Coronavirus Interrupted the School Year, and Many Israeli Teachers Expect Students to Fail

A first-of-its-kind Education Ministry survey, spurred by the pandemic, found that high school math, English and language teachers have yet to cover material for next month’s matriculation exams

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High school students prepare for their summer matriculation exams in math, in Jerusalem, June 29, 2020.
High school students prepare for their summer matriculation exams in math, in Jerusalem, June 29, 2020.Credit: Emil Salman
Or Kashti

Half of high school teachers in math, English and language skills estimate that their pupils will not manage to pass their matriculation exams, expected to take place in three weeks, according to an extensive survey conducted by the Education Ministry.

The survey of high school teachers also found that in none of the compulsory subjects did teachers manage to finish all the material required for passing these exams, even after the scope of these exams was reduced earlier this year. Sources at the ministry believe that these figures will lead to additional adaptations, such as a further reduction in the material to be covered in the exams, or giving a wider choice in answering questions.

In an attempt to assess the preparedness of pupils ahead of these exams, the ministry distributed questionnaires to teachers in seven subjects: math, English, primary language (Hebrew or Arabic), history, civics, literature and Bible studies. Some 2,700 teachers from across the country took part in the survey, most of them math and English teachers.

The survey, the first of its kind, and the internal discussions that followed, are a direct result of studying under the restrictions of the coronavirus pandemic. According to a source at the ministry, matriculation tests this year are expected to broaden the already wide gaps between pupils who can compensate for difficulties associated with remote learning and those who find it hard to do so.

In the survey, teachers were asked to assess the anticipated success of their pupils in the upcoming matriculation exams, with a grade of 70 defined as “a reasonable achievement.” According to figures obtained by Haaretz, only half of the math, English and first-language teachers estimated that their students would attain this grade.

In four other compulsory subjects – history, Bible, literature and civics – 60-66 percent of the teachers in each of these subjects estimated that their pupils would achieve this grade. Another worrisome finding was that teachers believe that two thirds of their pupils feel that they have “low capabilities” in math and in their first language. In other words, they don’t believe they’ll succeed in the exam. In other subjects, teachers estimate that 40 to 50 percent of their pupils feel this way.

An analysis of the data suggests that teachers did not manage to teach all the required material in any of the seven subjects. This is particularly grave when it comes to math. Half of the teachers say that they covered only 60 percent of the material. In other subjects, the gaps are smaller, but still substantial. “Undoubtedly, the most difficult problem is the amount of material covered” said a source familiar with the issue.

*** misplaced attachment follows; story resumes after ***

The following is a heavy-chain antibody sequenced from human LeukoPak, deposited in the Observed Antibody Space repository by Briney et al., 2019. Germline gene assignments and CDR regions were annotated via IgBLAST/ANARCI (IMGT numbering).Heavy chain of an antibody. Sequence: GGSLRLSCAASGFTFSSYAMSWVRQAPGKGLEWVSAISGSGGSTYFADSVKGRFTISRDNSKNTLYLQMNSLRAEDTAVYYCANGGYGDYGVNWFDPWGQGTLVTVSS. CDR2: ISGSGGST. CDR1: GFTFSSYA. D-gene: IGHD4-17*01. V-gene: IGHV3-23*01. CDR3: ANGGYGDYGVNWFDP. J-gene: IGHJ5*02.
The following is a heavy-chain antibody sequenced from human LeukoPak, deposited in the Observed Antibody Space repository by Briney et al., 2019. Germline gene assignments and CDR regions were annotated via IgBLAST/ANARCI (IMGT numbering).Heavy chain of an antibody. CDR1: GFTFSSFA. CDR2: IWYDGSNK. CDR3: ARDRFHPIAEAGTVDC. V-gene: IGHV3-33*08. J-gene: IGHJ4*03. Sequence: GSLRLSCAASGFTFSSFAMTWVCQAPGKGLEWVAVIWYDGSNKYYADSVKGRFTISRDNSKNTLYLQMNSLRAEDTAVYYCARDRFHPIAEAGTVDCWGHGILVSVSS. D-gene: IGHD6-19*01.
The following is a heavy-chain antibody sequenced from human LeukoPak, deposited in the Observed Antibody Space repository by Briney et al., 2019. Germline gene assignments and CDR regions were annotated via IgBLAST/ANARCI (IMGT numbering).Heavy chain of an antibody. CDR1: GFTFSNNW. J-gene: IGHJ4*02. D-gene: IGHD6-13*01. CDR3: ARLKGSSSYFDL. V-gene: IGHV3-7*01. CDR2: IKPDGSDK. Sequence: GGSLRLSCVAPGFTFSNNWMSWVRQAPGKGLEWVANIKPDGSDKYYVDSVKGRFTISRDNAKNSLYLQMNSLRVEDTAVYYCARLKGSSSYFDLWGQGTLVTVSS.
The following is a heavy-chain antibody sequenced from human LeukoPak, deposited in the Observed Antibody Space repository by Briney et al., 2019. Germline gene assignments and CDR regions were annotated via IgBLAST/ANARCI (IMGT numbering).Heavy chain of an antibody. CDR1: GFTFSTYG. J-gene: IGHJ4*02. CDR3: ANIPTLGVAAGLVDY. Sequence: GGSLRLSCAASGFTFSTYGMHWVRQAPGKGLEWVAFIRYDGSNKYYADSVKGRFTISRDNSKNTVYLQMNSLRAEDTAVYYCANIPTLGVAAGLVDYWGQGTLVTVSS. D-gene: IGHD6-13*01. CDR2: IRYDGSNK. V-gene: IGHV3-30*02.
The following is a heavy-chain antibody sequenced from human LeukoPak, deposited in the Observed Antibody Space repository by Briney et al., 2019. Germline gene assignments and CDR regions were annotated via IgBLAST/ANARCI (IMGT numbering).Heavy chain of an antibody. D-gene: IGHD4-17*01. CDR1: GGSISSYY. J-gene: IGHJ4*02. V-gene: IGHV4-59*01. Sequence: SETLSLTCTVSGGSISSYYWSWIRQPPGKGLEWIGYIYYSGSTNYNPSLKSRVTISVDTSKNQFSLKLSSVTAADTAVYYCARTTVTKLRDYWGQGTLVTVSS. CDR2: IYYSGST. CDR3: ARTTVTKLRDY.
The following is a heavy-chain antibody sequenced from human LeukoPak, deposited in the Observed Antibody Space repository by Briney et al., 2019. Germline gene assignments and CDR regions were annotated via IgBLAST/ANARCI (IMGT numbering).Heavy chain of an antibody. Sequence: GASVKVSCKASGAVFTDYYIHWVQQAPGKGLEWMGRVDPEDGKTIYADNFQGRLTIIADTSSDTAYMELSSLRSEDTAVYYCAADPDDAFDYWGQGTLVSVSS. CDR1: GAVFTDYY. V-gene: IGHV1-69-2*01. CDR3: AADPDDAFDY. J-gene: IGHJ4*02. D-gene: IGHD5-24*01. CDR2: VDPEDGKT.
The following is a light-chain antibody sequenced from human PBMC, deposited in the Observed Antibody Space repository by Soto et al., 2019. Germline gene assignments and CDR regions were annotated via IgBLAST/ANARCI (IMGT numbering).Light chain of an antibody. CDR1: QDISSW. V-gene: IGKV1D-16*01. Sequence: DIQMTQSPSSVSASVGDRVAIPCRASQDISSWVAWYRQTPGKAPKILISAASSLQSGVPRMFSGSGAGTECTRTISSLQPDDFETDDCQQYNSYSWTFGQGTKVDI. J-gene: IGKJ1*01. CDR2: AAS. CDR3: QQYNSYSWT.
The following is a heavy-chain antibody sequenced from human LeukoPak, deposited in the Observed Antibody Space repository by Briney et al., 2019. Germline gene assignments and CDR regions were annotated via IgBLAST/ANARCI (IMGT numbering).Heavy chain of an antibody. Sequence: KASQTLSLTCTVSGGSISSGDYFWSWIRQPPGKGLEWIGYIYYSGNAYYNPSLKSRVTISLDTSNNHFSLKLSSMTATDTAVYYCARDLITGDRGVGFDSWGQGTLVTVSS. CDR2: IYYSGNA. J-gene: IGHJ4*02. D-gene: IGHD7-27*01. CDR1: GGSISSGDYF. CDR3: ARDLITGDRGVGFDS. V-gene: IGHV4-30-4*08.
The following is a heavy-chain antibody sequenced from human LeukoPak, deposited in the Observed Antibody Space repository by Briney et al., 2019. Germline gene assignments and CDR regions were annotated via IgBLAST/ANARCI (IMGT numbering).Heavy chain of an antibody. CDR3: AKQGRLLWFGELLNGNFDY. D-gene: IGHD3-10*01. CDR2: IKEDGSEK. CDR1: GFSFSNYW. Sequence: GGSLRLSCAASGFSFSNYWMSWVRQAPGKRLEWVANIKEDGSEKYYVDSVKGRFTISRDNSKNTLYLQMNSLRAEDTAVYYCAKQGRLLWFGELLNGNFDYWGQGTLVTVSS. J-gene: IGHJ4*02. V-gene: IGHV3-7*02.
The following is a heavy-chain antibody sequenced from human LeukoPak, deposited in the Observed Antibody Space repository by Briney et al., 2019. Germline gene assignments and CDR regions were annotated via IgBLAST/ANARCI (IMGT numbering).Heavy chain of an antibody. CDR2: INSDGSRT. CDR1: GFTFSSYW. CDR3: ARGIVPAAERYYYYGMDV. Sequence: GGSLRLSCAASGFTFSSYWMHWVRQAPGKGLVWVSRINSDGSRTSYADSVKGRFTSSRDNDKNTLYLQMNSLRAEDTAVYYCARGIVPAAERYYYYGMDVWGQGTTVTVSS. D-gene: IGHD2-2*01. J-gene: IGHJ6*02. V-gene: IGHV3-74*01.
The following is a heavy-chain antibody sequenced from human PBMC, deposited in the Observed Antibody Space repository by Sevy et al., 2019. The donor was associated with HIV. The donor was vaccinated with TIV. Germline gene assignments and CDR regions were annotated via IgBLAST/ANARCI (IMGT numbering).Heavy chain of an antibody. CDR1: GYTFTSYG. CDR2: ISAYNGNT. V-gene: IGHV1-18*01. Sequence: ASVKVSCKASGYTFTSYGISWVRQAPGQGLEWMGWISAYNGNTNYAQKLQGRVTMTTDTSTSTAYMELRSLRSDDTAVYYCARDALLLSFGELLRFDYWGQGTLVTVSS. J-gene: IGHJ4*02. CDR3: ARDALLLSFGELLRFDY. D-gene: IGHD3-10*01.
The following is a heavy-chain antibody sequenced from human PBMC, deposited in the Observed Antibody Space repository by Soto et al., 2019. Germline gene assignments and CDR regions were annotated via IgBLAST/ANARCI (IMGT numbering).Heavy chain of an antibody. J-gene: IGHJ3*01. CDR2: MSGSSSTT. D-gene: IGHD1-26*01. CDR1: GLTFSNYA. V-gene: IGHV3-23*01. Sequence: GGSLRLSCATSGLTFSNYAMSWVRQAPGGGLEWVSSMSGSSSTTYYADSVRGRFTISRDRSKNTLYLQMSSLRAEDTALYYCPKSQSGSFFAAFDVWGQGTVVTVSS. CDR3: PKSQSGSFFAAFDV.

“One can understand the pressure pupils are under with the upcoming exams. In addition to changes already announced, the teachers’ reports strengthen the need to adapt the exams to the current situation," the source said. "These adaptations can include, among other things, allowing for more time, a further reduction in the material covered in exams, or an increase in available choices when answering questions.”

Several superintendents in these subjects have already announced some changes. For example, the upcoming history exam will not include an analysis of an original source. Representatives of colleges and universities, who are responsible for admission policies in their institutions, have also been participating in discussions about possible changes in exam material.

The internal ministry survey confirmed the concerns of teachers, as published this week in Haaretz, regarding the low level of preparedness of their pupils for their matriculation exams. One Bible teacher from the north says that their school decided to forgo the winter exam and have their pupils take it in the summer. This will increase the load on the system in the summer months.

An English teacher from Ramle said that weaker classes would not take the exam now, even though their school always participates in both winter and summer exams. He said that the stronger classes suffer less with remote learning, but the lower levels have difficulties with studying and practicing their English through Zoom.

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